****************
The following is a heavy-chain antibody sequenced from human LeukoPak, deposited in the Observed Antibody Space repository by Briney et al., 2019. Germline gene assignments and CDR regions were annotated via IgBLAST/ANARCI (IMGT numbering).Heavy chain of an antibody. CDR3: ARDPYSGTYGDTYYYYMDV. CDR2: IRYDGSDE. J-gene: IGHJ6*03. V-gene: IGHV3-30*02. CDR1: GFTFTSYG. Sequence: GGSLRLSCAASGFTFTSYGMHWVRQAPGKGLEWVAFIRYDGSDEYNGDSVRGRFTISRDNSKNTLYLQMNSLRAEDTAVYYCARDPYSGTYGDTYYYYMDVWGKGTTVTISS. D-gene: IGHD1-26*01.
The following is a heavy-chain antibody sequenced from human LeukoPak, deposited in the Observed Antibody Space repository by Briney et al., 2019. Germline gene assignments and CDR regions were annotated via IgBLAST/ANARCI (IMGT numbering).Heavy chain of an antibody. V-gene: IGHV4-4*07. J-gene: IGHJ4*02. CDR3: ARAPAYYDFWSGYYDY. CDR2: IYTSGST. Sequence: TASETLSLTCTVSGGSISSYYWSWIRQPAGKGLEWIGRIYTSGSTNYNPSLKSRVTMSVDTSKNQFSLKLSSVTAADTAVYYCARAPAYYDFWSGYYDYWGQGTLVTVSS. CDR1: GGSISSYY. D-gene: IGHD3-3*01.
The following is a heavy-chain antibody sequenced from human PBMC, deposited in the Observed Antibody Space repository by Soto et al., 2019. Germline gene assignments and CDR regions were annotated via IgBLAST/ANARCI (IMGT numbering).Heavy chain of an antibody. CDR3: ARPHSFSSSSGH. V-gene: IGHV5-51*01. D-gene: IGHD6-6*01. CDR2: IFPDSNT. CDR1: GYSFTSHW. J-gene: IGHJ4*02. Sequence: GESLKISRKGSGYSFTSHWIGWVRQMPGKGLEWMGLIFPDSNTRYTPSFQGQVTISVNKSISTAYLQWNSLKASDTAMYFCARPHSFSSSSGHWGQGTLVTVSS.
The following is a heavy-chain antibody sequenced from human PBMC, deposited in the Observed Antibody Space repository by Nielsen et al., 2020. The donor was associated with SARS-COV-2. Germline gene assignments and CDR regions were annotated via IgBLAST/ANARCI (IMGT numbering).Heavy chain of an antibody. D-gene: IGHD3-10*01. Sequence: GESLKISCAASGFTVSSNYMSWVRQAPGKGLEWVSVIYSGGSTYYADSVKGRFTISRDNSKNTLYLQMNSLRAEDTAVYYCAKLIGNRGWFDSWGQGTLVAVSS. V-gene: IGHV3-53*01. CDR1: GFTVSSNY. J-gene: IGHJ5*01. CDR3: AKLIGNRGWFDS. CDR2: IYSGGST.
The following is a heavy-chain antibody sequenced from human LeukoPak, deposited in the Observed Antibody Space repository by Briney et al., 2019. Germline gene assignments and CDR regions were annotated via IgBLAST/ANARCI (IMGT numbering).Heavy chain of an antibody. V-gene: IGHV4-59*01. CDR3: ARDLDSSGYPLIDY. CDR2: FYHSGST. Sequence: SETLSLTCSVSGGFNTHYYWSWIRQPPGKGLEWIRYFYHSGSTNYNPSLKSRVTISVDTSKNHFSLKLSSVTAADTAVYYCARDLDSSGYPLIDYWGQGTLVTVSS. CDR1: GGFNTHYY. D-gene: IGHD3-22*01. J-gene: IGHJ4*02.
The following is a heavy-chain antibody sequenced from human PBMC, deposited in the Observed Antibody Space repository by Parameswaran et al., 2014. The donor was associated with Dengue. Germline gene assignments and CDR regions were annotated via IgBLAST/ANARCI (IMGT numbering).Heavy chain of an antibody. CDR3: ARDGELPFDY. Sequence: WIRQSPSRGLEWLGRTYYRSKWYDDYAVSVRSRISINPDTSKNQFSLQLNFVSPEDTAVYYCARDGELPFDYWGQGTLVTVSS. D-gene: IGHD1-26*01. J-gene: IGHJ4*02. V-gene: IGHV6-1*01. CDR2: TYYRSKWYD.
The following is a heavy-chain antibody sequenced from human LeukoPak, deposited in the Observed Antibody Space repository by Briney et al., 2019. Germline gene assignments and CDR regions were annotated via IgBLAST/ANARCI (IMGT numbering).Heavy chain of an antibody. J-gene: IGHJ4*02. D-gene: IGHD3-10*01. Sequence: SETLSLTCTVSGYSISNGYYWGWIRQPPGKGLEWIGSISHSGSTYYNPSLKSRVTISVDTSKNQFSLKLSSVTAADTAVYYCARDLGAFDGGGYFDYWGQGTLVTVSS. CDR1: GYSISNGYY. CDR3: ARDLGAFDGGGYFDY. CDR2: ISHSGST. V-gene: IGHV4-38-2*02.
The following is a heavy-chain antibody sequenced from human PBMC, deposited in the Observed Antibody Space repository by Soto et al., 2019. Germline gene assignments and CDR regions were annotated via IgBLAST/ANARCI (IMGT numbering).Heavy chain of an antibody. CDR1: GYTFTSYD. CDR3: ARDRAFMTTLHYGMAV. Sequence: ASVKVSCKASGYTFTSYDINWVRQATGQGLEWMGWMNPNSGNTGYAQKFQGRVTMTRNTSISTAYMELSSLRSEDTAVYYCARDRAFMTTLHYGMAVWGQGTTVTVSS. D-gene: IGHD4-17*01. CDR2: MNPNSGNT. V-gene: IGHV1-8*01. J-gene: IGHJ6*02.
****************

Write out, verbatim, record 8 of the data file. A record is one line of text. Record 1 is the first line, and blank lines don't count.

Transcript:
The following is a heavy-chain antibody sequenced from human PBMC, deposited in the Observed Antibody Space repository by Soto et al., 2019. Germline gene assignments and CDR regions were annotated via IgBLAST/ANARCI (IMGT numbering).Heavy chain of an antibody. CDR1: GYTFTSYD. CDR3: ARDRAFMTTLHYGMAV. Sequence: ASVKVSCKASGYTFTSYDINWVRQATGQGLEWMGWMNPNSGNTGYAQKFQGRVTMTRNTSISTAYMELSSLRSEDTAVYYCARDRAFMTTLHYGMAVWGQGTTVTVSS. D-gene: IGHD4-17*01. CDR2: MNPNSGNT. V-gene: IGHV1-8*01. J-gene: IGHJ6*02.